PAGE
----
What would it look like if we listened to what God was saying to us, not what the world was saying to us? What would God call us to do?
That’s not what the people do. We know the story – time and time again we see it in our world and throughout the biblical narrative. The people reject God, they ask for things that aren’t good for them, they make terrible decisions for the kingdom of God. Even though God has a beautiful and expansive plan for the people, we still reject God.
The people reject God, they rejected the unknown. And yet, God responds, “Listen to their voice”
He says listen to what the people are saying!
Its hard to listen to, knowing what is to come. Saul, the terrible corrupt King will rule next and it will be bad for Israel. Its like one of those moments in a movie when you want to shout out to the people on TV “no, no, don’t do it, don’t go in there!” but you know they will and you know it won’t be good.
Nonetheless, the people want a King and God is inclined to listen to God’s people.
But why, why does God do this? Why does God give the people what they cry out for knowing how bad it will be? Why does God respond to this demand in this way?
I was talking to my friend the other day, she is a mom to a precious 3 year old boy. We were talking about the joys and challenges of motherhood – She told me that one of the biggest challenges of being a mom to a 3 year old boy is watching him make mistakes and having to let him do so. Things like picking at the prickly bush outside their house, its not a good idea, the bush is prickly and it will hurt when you touch it, he touches it anyways and he cries because it hurts. Or running down a hill at full speed, she tells him it’s a bad idea and that he might fall but he does it anyways and he falls and cries. But of course, every time he does, when he falls or picks at the prickly bush, she picks him up and cares for his wounds. I’m sure many of you could tell me countless stories like these, the point is – caring as much as they do about their children, loving them still, their children are free to make the choices they make, they are free to be hurt by them, but the parent is always there to comfort and love them when the choice they made comes to hurt them.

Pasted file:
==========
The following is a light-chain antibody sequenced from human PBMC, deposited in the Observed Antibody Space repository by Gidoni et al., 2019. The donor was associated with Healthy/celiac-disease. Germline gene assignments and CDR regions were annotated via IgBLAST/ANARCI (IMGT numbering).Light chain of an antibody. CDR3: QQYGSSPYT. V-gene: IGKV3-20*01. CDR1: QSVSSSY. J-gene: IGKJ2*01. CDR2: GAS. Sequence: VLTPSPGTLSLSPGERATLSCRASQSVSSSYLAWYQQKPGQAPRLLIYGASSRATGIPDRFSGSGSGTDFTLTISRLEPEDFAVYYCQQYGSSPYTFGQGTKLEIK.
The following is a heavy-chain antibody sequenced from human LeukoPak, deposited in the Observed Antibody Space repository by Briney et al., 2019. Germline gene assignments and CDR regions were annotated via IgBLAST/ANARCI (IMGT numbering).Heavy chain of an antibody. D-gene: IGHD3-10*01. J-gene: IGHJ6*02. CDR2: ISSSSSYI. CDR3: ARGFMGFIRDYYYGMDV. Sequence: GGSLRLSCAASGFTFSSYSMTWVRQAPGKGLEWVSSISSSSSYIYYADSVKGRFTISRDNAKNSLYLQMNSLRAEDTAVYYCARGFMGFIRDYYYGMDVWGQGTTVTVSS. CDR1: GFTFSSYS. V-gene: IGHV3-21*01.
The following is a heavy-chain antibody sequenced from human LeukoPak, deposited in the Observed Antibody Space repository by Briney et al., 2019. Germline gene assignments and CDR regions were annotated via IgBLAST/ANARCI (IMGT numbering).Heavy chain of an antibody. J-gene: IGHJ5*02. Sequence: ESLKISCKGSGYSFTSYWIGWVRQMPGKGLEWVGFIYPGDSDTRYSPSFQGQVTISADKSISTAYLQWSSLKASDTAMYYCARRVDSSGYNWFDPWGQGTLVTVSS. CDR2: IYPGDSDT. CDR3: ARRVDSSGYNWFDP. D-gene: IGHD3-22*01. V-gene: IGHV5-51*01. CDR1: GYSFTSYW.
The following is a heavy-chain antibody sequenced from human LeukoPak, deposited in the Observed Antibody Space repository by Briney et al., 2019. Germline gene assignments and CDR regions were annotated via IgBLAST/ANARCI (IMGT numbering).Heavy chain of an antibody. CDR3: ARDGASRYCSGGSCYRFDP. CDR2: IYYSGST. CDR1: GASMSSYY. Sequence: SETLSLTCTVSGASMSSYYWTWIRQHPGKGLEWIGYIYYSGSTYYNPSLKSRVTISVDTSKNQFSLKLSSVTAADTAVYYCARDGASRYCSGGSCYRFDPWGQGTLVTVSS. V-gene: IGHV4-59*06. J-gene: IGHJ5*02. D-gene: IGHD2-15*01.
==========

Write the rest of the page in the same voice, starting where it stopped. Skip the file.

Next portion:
That’s what I see here in the text from 1 Samuel. God knows that Kings will not be better rulers for the Israelites, God knows the people are rejecting God, God knows that this is a way that will lead to hurt and injustices, and division. But yet, it is what the people want, its what the people call out for and beg God for. And God, in all God’s loving kindness gives the people what they ask for.
Can you imagine the pain this must cause God, to watch God’s children make such wavering mistakes and mis-judgements?
As I wrestled with this text and what it could possibly mean, where the good news in this text lies. For so long this text has struck me as just a story, just a snippet in time of the history of the Israelite people, when Israel moved from a theocracy to a monarchy, not a text that had a sermon behind it. But then it dawned on me, the good news of this text. The good news is that God responds, not just by giving the people a King, but by sticking with the people even as they reject God.
The people reject God, they reject the mystery of God and instead settle for the misery that they know in a King. And yet, and yet, even when the people reject God, God moves with them. Through the disaster of Saul’s kingship, God does not reject the people. God anoints a King for them that rules in great power and justice, King David. And then when the Israeli monarchy fails again, God still moves with the people, still loves them. Finally sending for us a King in the most unexpected of ways – an earthly ruler to be with us and to show us God’s ways, not a King to rule over us but a Prince of Peace, to share with us the ways of God so that we may know the love of God.
In all God’s loving kindness, God responds to us over and over again. Responds to our cries, responds to our hurts, responds to us when we make mistakes, responds to us when we’ve dug our hole way too deep. God responds.
A few years ago I had the joy of going to hear Anne Lamott speak at Oven’s auditorium. She was delightfully whimsical and honest and perfectly herself. Towards the end of her talk kind of on a whim she made this amazing point. She asked the question “what is the difference between the statements ‘God loves and God is love?’” We say both all the time, God loves us, God loves you. But ‘God is love’ is the truest of these statements, all God can do is love, it is God’s very nature to love, love, love. To love us through our messes and brokenness, to love us in all our terribly misguided decisions, to love us when we’ve dug the hole too deep and we can’t get out ourselves, to love us when we choose terrible earthly rulers over God. It is God’s very being to love us anyways, and to love us through the mess.
God responds because God is love.
In the name of God our creator, redeemer and sustainer. Amen.